Apollo Brown teams up with Chicago emcee Philmore Greene to deliver the incredibly well crafted ‘Cost of Living‘, which is going to launch Greene into the consciousness of a wider hip hop audience and cement the Detroit producer-extraordinaire’s rightful place as one of the most incredible producers in the game. The sonic soundscape that Brown creates, is nothing short of astonishing – and it serves as a score to an audio motion picture with Philmore narrating this journey with impeccable flow and poignant street poetry. This is smoother than the whiskey you find on the highest of shelves.
Philmore Greene displays a mature penmanship, one that not only focuses on being able to deliver his trials and tribulations to hip hop heads everywhere with authenticity, but also pushes the contemplative boundaries and engages the listener in a mutual, reciprocal relationship – if you invest the time to really dig through the content and appreciate the bars, Greene delivers food for thought in the form of verbal degustation – each and every track has something to take away, even if it’s just a taste, paired with Apollo Brown’s decadent production.
How Apollo Brown still flies under peoples radar is astounding. Plenty of people mention the ‘greats’ when it comes to producers, but Apollo Brown has as good of a catalogue as anyone since that ‘golden era’ people seem to get stuck in. His ability to curate and craft a sound, to move the needle through his music and to pair it with artists is seciond to none. Seriously. He’s worked with incredible artists like Joell Ortiz, Ras Kass, Ghostface Killah and PLENTY more, and every album he’s done with them, winds up being at the top end of their discography. Now, with Philmore Greene behind the mic, bringing his own uber-talent and distinctly polished take on concrete anthems, social commentary and introspective tales – you can add ‘Cost of Living‘ to that revered discography.
We’ve been blessed with three tracks prior to the full length – ‘Time Goes‘, ‘Paradise (feat. Evidence)‘ and ‘Steep Life‘, but these serve merely as an appetiser for the album. Fifteen tracks including the intro, and these three joints are FIRE, but as good as they are, they don’t ‘stand out’ from the rest of the album – which is to only highlight the quality of the entire project. There isn’t a second you’ll skip once you press play on this album, I can assure you that, and you will spin it again and again as you try to fully appreciate the intricacies of the production, and try to delve deeper into the layer narratives of Greene. Outside of Evidence, the only other feature is Rashid Hadee, which as a listener I appreciate because there is a really palpable energy and chemistry between Apollo Brown and Greene – so to allow the majority of the album to focus on the audio exploration of this connection is terrific. But Evidence and Hadee and brilliant additions to the album, they fit well and they make an understated impact on the finished product.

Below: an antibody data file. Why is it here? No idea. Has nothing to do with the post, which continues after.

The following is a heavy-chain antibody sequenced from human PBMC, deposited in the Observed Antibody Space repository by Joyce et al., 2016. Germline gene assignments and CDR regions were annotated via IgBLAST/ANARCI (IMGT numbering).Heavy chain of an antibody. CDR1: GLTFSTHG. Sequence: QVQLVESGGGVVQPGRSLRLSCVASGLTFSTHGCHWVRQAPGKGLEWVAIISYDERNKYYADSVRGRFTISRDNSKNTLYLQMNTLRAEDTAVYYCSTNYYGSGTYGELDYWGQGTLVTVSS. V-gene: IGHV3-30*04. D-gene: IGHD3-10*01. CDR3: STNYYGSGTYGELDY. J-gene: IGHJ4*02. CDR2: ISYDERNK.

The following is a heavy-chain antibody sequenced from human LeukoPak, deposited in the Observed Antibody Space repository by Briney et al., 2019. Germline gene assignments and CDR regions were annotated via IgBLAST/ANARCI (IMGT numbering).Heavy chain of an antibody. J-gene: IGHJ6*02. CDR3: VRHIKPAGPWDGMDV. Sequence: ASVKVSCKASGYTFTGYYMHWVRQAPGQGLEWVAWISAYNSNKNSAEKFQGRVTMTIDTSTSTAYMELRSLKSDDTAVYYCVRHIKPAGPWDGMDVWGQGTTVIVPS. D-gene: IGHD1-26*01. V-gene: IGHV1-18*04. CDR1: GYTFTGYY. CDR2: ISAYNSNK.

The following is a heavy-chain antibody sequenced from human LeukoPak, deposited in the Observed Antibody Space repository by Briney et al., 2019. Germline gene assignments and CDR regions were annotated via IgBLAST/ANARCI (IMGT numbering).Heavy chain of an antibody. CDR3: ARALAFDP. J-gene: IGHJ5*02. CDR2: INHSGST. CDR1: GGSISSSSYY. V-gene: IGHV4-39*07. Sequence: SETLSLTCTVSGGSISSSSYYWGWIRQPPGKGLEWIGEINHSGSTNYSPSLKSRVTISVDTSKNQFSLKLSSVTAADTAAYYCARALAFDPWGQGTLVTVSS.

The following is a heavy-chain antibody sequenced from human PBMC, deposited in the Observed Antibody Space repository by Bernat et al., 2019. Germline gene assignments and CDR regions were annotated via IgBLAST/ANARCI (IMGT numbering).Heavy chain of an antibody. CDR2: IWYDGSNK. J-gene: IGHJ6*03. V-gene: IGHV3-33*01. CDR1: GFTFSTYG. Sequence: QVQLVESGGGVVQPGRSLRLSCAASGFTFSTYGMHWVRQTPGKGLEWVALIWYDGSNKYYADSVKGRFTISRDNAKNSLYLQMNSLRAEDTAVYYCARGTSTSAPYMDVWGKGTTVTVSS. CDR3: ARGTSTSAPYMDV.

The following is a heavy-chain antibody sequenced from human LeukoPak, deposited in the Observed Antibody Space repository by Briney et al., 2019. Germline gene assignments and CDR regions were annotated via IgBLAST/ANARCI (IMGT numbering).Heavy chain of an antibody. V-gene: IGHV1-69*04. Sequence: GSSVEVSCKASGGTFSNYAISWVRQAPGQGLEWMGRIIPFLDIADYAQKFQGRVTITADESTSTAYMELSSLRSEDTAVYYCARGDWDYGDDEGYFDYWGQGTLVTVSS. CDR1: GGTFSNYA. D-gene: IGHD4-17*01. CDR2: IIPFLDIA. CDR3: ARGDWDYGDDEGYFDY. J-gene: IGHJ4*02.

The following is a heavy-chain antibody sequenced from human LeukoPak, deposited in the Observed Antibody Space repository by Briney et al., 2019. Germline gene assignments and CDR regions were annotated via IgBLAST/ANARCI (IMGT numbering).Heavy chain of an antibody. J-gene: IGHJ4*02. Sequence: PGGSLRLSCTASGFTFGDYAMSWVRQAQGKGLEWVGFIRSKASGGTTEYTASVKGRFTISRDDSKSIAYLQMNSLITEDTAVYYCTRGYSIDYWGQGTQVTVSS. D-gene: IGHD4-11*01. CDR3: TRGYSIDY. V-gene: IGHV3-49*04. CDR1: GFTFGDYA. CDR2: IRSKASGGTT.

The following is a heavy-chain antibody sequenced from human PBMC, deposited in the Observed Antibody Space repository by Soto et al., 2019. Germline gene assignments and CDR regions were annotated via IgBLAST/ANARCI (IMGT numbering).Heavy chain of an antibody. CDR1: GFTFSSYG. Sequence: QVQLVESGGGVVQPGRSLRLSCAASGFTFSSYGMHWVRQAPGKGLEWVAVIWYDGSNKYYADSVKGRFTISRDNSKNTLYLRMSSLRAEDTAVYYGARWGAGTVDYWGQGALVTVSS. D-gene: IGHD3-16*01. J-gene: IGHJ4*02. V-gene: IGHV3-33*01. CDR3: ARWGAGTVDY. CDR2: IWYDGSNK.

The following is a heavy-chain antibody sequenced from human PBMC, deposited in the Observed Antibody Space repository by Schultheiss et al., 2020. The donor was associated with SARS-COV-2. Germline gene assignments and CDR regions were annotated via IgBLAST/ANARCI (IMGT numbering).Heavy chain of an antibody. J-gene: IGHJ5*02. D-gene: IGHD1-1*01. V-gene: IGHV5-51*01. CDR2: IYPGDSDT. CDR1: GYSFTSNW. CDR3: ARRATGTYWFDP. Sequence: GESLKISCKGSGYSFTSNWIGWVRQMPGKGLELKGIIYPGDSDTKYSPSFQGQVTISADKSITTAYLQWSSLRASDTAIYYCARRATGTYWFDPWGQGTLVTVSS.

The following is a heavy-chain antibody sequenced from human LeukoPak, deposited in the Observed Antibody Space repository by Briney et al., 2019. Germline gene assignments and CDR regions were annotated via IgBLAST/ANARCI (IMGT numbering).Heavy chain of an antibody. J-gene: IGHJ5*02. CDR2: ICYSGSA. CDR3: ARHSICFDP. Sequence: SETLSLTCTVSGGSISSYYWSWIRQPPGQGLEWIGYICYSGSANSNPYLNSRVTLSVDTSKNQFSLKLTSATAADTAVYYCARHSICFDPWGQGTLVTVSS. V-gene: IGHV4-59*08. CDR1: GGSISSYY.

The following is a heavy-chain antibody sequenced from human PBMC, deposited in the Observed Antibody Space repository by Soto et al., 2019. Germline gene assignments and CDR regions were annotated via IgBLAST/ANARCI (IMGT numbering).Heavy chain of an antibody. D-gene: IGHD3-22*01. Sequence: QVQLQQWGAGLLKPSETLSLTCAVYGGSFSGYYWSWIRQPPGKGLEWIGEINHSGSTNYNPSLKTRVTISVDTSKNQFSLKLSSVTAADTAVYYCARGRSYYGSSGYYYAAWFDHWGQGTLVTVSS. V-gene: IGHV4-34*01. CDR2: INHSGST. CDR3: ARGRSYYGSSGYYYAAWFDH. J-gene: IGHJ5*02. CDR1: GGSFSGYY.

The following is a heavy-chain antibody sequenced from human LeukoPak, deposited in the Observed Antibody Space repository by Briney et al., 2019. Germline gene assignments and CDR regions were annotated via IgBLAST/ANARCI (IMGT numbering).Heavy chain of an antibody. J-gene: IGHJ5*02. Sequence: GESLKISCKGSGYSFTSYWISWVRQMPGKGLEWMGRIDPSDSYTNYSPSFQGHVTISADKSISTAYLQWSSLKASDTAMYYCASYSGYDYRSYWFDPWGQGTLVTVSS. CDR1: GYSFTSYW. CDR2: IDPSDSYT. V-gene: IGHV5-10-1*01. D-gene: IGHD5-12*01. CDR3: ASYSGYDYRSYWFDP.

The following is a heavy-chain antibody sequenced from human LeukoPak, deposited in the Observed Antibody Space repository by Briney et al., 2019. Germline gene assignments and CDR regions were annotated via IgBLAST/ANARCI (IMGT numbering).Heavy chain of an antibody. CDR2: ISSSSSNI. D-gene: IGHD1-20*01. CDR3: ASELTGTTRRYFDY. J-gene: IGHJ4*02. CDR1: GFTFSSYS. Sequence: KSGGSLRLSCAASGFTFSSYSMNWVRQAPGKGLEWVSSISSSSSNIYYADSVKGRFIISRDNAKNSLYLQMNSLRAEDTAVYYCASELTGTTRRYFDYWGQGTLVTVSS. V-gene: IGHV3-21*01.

This is dusty, it’s dreamy, it’s melodic…. it’s magnificent. Philmore Greene is an exceptional lyricist who operates more in creating verbal visuals as opposed in technically impressive lyrical content. Apollo Brown is a genius, a sonic savant – and ‘Cost of Living’ is going to be one of the best albums you play this year. And next.
Bangers: Keep Goin’, Hittin’ Blocks, Time Goes, Steep Life, Nice to Meet You, Where’s the Love, Free.
Score: 10 / 10. Not much else to say other than this album is flawless. Impeccably brilliant hip hop from the boards to the booth. Philmore Greene is a very special emcee – encapsulating his own grief, pain and experiences and allowing them to penetrate the production with his pen, and Apollo Brown just continues to build an incredible case for one of the most gifted producers to every grace the boards. Together they mesh magnificently, creating an album of audio art that hits you from all angles, and differently on every listen. Get it into rotation and you won’t be able to let it leave.